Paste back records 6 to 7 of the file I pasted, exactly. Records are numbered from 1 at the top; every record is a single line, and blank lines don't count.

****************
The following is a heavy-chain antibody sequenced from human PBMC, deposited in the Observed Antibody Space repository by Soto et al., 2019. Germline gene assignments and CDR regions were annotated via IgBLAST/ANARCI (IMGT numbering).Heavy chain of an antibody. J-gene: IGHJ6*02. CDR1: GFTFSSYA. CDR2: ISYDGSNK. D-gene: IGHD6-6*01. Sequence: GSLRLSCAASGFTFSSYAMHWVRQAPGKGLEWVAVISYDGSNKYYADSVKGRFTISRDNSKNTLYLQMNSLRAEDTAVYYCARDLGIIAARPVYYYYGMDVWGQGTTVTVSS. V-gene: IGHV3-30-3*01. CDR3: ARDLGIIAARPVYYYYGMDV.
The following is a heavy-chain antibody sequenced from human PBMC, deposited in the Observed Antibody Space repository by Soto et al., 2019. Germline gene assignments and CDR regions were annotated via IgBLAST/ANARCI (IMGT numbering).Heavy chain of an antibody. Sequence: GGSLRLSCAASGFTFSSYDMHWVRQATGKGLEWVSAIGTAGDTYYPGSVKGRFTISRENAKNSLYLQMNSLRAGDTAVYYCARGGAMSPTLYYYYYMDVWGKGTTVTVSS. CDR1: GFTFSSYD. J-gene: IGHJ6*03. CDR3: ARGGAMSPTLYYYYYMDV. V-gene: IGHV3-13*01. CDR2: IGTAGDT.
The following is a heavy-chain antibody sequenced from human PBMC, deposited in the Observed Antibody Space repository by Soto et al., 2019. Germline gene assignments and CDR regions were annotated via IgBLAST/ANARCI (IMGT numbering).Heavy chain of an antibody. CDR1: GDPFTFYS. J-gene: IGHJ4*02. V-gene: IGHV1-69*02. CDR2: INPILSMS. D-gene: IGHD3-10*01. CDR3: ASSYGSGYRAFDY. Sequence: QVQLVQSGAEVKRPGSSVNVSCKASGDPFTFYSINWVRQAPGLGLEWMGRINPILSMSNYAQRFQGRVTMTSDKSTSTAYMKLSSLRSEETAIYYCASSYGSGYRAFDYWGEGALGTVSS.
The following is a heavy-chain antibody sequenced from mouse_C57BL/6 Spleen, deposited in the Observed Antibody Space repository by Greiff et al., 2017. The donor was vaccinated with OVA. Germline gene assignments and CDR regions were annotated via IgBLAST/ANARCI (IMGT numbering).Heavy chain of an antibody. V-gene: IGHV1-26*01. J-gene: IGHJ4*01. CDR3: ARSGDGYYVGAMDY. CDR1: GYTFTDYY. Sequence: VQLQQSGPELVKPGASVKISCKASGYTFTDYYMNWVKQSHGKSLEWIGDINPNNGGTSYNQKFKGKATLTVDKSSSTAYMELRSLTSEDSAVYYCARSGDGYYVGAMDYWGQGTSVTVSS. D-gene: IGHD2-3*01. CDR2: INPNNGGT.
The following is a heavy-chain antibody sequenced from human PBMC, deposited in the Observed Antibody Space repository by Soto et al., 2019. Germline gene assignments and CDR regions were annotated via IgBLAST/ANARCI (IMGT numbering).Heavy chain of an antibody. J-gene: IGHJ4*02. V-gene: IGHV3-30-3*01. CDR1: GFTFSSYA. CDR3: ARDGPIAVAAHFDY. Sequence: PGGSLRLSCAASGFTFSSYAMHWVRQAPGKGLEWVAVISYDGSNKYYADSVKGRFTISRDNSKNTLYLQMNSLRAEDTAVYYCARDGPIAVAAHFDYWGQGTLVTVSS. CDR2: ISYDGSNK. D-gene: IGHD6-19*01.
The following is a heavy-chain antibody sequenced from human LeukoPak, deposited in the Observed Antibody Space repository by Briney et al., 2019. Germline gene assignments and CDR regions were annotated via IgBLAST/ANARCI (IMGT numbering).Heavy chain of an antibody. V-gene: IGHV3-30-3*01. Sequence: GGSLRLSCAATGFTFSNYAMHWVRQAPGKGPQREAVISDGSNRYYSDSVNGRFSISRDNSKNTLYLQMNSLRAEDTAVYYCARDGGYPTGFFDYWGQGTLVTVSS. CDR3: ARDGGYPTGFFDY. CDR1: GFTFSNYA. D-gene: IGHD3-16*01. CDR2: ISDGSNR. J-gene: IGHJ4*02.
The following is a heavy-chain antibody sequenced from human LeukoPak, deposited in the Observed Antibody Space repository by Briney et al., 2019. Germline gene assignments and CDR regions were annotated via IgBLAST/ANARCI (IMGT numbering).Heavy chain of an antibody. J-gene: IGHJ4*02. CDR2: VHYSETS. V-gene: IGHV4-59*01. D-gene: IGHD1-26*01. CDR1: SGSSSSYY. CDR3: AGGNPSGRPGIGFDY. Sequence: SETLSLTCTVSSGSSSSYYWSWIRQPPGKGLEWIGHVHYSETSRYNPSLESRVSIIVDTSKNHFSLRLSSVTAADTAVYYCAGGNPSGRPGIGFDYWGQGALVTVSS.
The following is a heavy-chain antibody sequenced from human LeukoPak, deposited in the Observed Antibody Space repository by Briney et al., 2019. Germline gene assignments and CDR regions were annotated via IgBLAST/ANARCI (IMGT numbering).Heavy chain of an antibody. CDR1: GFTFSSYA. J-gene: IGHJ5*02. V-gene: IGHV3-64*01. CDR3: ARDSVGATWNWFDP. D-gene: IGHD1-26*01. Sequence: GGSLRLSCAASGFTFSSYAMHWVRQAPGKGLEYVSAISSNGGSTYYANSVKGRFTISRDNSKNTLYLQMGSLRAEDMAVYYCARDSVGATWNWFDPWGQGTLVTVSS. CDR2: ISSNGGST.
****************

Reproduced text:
The following is a heavy-chain antibody sequenced from human LeukoPak, deposited in the Observed Antibody Space repository by Briney et al., 2019. Germline gene assignments and CDR regions were annotated via IgBLAST/ANARCI (IMGT numbering).Heavy chain of an antibody. V-gene: IGHV3-30-3*01. Sequence: GGSLRLSCAATGFTFSNYAMHWVRQAPGKGPQREAVISDGSNRYYSDSVNGRFSISRDNSKNTLYLQMNSLRAEDTAVYYCARDGGYPTGFFDYWGQGTLVTVSS. CDR3: ARDGGYPTGFFDY. CDR1: GFTFSNYA. D-gene: IGHD3-16*01. CDR2: ISDGSNR. J-gene: IGHJ4*02.
The following is a heavy-chain antibody sequenced from human LeukoPak, deposited in the Observed Antibody Space repository by Briney et al., 2019. Germline gene assignments and CDR regions were annotated via IgBLAST/ANARCI (IMGT numbering).Heavy chain of an antibody. J-gene: IGHJ4*02. CDR2: VHYSETS. V-gene: IGHV4-59*01. D-gene: IGHD1-26*01. CDR1: SGSSSSYY. CDR3: AGGNPSGRPGIGFDY. Sequence: SETLSLTCTVSSGSSSSYYWSWIRQPPGKGLEWIGHVHYSETSRYNPSLESRVSIIVDTSKNHFSLRLSSVTAADTAVYYCAGGNPSGRPGIGFDYWGQGALVTVSS.